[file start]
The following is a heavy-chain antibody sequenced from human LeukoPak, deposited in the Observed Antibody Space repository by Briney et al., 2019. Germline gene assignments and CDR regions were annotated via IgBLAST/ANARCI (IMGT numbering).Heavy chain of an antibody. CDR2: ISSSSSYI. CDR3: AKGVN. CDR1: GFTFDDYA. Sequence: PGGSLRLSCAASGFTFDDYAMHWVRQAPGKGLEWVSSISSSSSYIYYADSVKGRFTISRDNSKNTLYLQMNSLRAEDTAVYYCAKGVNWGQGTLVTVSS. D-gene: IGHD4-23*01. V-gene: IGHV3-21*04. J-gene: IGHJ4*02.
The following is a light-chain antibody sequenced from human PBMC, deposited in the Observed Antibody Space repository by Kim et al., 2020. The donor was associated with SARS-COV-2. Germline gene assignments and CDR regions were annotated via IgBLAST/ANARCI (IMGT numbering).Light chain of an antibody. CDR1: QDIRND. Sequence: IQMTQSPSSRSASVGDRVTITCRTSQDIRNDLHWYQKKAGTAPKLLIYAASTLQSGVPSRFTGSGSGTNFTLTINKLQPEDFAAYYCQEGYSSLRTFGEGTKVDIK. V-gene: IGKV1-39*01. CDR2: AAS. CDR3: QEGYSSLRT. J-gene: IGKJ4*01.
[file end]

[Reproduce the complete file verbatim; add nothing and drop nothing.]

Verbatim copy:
The following is a heavy-chain antibody sequenced from human LeukoPak, deposited in the Observed Antibody Space repository by Briney et al., 2019. Germline gene assignments and CDR regions were annotated via IgBLAST/ANARCI (IMGT numbering).Heavy chain of an antibody. CDR2: ISSSSSYI. CDR3: AKGVN. CDR1: GFTFDDYA. Sequence: PGGSLRLSCAASGFTFDDYAMHWVRQAPGKGLEWVSSISSSSSYIYYADSVKGRFTISRDNSKNTLYLQMNSLRAEDTAVYYCAKGVNWGQGTLVTVSS. D-gene: IGHD4-23*01. V-gene: IGHV3-21*04. J-gene: IGHJ4*02.
The following is a light-chain antibody sequenced from human PBMC, deposited in the Observed Antibody Space repository by Kim et al., 2020. The donor was associated with SARS-COV-2. Germline gene assignments and CDR regions were annotated via IgBLAST/ANARCI (IMGT numbering).Light chain of an antibody. CDR1: QDIRND. Sequence: IQMTQSPSSRSASVGDRVTITCRTSQDIRNDLHWYQKKAGTAPKLLIYAASTLQSGVPSRFTGSGSGTNFTLTINKLQPEDFAAYYCQEGYSSLRTFGEGTKVDIK. V-gene: IGKV1-39*01. CDR2: AAS. CDR3: QEGYSSLRT. J-gene: IGKJ4*01.